San Donato Milanese (Milan), 19 September 2012 - Eni has made a significant gas discovery onshore Pakistan, in the Badhra Area B exploration concession, located in the Khirtar Fold Belt region, 350 kilometers north of Karachi.
The Badhra B North-1 exploratory well, which led to the discovery, was drilled at a total depth of 2,450 meters and encountered over 54 meters of net gas pay in two thick Cretaceous sandstones of the Mughal Kot Formation. During the production test, the well flowed high quality gas from the two reservoirs, respectively at 25 and 35 million standard cubic feet per day (mmscfd).
The size of the discovery is currently estimated at between 300 and 400 billion cubic feet of gas in place and its delineation will require further appraisal wells.
The discovery is located 20 kilometers east of the Bhit gas processing facility, operated by Eni, which currently handles the gas production from the Bhit and Badhra fields. The drilling of Badhra North B-1 is part of Eni's new strategy in Pakistan which aims to refocus exploration activities in the neighboring areas to productive fields and confirms the presence of significant exploration potential that can be exploited through the application of new geological models.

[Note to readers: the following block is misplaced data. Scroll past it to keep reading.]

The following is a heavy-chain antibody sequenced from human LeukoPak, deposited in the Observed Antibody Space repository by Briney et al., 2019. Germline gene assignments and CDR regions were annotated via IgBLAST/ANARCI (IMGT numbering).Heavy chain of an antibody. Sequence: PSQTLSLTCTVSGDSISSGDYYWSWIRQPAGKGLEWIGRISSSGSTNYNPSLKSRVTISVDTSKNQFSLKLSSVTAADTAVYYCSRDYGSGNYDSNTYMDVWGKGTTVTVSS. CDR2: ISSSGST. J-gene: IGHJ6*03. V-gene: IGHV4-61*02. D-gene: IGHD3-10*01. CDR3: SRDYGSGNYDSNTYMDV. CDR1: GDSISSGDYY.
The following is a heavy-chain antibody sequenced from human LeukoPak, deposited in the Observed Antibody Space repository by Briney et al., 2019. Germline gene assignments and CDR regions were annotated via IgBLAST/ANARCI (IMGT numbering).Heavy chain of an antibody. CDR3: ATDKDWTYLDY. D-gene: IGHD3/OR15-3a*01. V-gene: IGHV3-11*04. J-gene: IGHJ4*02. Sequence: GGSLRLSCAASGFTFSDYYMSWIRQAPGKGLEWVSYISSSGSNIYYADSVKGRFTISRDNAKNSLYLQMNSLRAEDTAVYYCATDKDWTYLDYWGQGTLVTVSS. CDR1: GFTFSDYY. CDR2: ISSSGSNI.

Eni has started discussion with the Pakistani regulator and the joint venture in order to speed up the production of the discovery through a long-term production test that will allow for the commercialization of gas, and help to reduce the national gas deficit. The short time-to-market for the development of the field is part of Eni's strategy to focus on the rapid development of conventional and synergistic assets.
Eni, through its subsidiary Eni Pakistan Limited, is operator of the block with a 40% stake in the development phase, together with partners Premier Oil Plc. (6%), Kufpec Pakistan limited (34%) and Oil & Gas Development Company Limited (20%).
Eni has been present in Pakistan since 2000 and is the largest producer in the country, with an average equity production at approximately 54,800 barrels of oil equivalent per day in 2011.